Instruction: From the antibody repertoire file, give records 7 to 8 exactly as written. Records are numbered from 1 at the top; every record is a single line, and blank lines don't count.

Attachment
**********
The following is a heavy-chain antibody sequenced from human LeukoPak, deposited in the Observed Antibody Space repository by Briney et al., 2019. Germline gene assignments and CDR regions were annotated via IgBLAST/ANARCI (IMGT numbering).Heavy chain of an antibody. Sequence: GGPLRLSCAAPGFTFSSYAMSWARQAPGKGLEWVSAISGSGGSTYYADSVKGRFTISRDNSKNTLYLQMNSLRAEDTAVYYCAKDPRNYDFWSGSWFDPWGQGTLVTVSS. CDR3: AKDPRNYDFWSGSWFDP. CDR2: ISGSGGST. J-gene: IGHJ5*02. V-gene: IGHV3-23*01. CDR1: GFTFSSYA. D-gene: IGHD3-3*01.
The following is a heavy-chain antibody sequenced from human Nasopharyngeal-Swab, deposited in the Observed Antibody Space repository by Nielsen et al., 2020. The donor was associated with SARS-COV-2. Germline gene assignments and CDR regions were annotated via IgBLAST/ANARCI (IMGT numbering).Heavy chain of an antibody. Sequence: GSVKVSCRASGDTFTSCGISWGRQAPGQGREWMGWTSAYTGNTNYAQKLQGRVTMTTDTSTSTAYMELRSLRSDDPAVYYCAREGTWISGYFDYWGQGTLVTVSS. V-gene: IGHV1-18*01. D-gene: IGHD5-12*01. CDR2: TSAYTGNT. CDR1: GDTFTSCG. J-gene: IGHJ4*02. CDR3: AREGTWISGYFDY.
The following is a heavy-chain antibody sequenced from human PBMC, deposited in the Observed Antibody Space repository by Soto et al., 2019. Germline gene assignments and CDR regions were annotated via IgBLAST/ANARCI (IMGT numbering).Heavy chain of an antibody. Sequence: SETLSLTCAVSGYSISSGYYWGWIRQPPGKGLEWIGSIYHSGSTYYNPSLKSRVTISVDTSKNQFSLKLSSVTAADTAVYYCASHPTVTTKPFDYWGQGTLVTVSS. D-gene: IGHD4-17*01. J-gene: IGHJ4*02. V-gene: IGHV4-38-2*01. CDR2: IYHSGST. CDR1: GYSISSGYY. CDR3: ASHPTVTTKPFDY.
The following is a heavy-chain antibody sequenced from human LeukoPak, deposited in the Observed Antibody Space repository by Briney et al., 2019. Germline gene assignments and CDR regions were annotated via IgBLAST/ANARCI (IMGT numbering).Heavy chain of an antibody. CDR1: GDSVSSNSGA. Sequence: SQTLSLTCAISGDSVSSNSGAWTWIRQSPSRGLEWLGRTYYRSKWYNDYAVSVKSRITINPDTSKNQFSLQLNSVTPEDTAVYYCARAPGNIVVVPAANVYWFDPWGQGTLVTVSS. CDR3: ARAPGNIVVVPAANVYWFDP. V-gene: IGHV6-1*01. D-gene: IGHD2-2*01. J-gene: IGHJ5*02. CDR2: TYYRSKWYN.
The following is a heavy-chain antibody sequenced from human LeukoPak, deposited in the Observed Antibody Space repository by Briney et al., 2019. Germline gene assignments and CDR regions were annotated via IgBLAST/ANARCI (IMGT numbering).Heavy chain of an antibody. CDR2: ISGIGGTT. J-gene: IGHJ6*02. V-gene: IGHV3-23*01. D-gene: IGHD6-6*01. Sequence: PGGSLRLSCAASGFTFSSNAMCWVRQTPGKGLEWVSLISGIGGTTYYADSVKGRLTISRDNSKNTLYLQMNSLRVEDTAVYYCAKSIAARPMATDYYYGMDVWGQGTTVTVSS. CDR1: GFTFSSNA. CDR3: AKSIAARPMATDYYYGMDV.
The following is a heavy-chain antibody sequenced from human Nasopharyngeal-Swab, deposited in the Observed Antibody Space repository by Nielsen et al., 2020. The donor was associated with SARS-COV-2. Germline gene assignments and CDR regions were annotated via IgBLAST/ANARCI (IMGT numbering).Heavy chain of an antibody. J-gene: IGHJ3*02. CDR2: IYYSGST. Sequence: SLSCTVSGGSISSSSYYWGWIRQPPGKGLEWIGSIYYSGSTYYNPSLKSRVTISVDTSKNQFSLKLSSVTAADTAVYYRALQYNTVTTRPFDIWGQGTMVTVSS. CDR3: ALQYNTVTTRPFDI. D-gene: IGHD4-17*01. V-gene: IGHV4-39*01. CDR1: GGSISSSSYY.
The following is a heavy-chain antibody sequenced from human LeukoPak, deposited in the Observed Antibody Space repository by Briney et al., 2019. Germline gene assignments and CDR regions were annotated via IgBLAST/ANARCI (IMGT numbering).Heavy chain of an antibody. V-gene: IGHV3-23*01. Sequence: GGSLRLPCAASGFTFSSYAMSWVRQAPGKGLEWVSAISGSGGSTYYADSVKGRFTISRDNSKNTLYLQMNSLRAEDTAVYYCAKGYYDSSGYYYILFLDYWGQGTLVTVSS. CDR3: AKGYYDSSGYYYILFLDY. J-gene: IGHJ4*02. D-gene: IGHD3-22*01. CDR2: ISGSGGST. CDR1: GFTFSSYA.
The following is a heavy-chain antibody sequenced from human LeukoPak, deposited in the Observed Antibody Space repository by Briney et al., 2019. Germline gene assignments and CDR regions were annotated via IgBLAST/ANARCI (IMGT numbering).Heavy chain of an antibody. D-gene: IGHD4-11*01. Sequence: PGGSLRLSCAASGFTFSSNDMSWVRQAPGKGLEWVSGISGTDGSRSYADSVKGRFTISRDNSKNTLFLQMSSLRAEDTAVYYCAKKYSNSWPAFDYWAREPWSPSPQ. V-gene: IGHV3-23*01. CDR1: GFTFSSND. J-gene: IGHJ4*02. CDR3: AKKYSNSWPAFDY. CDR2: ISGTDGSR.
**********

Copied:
The following is a heavy-chain antibody sequenced from human LeukoPak, deposited in the Observed Antibody Space repository by Briney et al., 2019. Germline gene assignments and CDR regions were annotated via IgBLAST/ANARCI (IMGT numbering).Heavy chain of an antibody. V-gene: IGHV3-23*01. Sequence: GGSLRLPCAASGFTFSSYAMSWVRQAPGKGLEWVSAISGSGGSTYYADSVKGRFTISRDNSKNTLYLQMNSLRAEDTAVYYCAKGYYDSSGYYYILFLDYWGQGTLVTVSS. CDR3: AKGYYDSSGYYYILFLDY. J-gene: IGHJ4*02. D-gene: IGHD3-22*01. CDR2: ISGSGGST. CDR1: GFTFSSYA.
The following is a heavy-chain antibody sequenced from human LeukoPak, deposited in the Observed Antibody Space repository by Briney et al., 2019. Germline gene assignments and CDR regions were annotated via IgBLAST/ANARCI (IMGT numbering).Heavy chain of an antibody. D-gene: IGHD4-11*01. Sequence: PGGSLRLSCAASGFTFSSNDMSWVRQAPGKGLEWVSGISGTDGSRSYADSVKGRFTISRDNSKNTLFLQMSSLRAEDTAVYYCAKKYSNSWPAFDYWAREPWSPSPQ. V-gene: IGHV3-23*01. CDR1: GFTFSSND. J-gene: IGHJ4*02. CDR3: AKKYSNSWPAFDY. CDR2: ISGTDGSR.